After ten years of recruiting on the agency side, I would like to start with some basic interviewing and resume tips.
Often a recruiter might counsel or recommend these tips to their candidates, but with the pace of things today, these basics can get overlooked.
1. Keep your resume up to date
I suggest showing your resume to a few people for feedback to make sure it truly highlights your strengths.
Please do not be afraid to "toot your horn" on your resume.
- It shows confidence.
- It lets you stand out among the other candidates.
Also, in my opinion, chronological resumes are the way to go.
Functional resumes are considered not acceptable to many hiring managers.
In fact, I have seen these resumes declined over and over again.
It seems that managers feel someone is trying to hide something by using a functional resume.
(Check out What To Include In A Resume - 16 Best Things.)
2. Take extra copies of your resume to the interview
I still have managers tell me the candidate did not bring a copy of their resume with them, much less extra copies.
Please think about your potential audience.
While this may not apply in every situation, I think it is best to be conservative here and bring a few copies.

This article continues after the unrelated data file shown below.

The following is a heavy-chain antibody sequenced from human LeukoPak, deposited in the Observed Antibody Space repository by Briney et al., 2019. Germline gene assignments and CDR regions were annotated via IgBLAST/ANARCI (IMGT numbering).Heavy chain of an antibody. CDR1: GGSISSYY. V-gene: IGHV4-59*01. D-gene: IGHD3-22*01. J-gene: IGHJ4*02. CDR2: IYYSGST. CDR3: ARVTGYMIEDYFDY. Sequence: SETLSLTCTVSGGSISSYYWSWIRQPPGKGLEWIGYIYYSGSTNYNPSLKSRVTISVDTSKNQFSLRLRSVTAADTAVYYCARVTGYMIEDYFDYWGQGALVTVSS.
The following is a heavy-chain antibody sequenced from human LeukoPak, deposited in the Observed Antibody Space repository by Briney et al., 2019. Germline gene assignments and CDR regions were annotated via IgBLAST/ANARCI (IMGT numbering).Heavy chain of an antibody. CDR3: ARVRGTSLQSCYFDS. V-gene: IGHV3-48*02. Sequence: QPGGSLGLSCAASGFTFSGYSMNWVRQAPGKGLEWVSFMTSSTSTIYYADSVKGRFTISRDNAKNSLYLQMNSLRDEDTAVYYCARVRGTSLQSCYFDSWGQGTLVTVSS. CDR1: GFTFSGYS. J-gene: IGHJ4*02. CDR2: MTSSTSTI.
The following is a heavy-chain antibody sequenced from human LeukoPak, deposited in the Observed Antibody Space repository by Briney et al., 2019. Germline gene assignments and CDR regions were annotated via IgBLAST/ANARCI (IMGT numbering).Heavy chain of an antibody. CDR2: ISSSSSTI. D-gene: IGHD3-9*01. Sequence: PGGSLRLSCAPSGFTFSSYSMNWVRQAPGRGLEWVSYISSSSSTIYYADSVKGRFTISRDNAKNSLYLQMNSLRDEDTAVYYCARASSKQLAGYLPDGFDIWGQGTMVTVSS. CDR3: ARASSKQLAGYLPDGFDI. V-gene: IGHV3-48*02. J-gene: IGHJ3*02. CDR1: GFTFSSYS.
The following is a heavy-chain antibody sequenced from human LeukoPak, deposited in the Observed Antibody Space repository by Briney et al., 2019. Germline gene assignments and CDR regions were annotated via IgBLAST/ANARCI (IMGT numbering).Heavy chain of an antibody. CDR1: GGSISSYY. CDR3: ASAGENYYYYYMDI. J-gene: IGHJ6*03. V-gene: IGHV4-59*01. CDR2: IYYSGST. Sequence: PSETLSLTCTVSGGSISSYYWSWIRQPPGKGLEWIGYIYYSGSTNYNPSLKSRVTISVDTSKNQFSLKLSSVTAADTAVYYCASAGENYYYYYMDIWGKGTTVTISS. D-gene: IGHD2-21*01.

It is also nice to have one for you to look at so when they ask questions, referring to your resume, you can glance down and be prompted by the details in front of you.
3. Arrive 10-15 minutes early
Arriving early will give you a moment to breathe and reflect before an interview as well as not feel rushed.
But please do not arrive 30 minutes before an interview.
If you do, I would recommend sitting in your car for a few minutes.
The last thing you would want to do is stress out your interviewer by arriving too early.
4. Research the company before an interview
It is ideal to learn about the company where you will be interviewing.
As a recruiter, I constantly have hiring managers telling me about candidates who reveal that they do not even know what the company does.
Try to do a little homework beforehand and it will pay off big time.
5. Be prepared with a couple of questions
Having a few questions after the interview will help confirm your interest in the position.
Plan a few questions in advance.
(Need additional help preparing questions for your interview? See Do You Have Any Questions For Me.)
6. Thank the interviewers for their time
Make sure to thank the interviewer at the end of the interview.
Also, state that you are interested in and excited about the job.
I frequently hear situations where the manager is unsure whether the candidate even wants the job after an interview.
That is definitely not how you want to come across.
7. Treat everyone you meet with respect
It’s always important to treat everybody with respect, but when it comes to interviews, you better bring your A-game.
You never know what sort of influence any given person could have.
And it's just a great way to go through your days respecting others.
All the best in acing your next interview!
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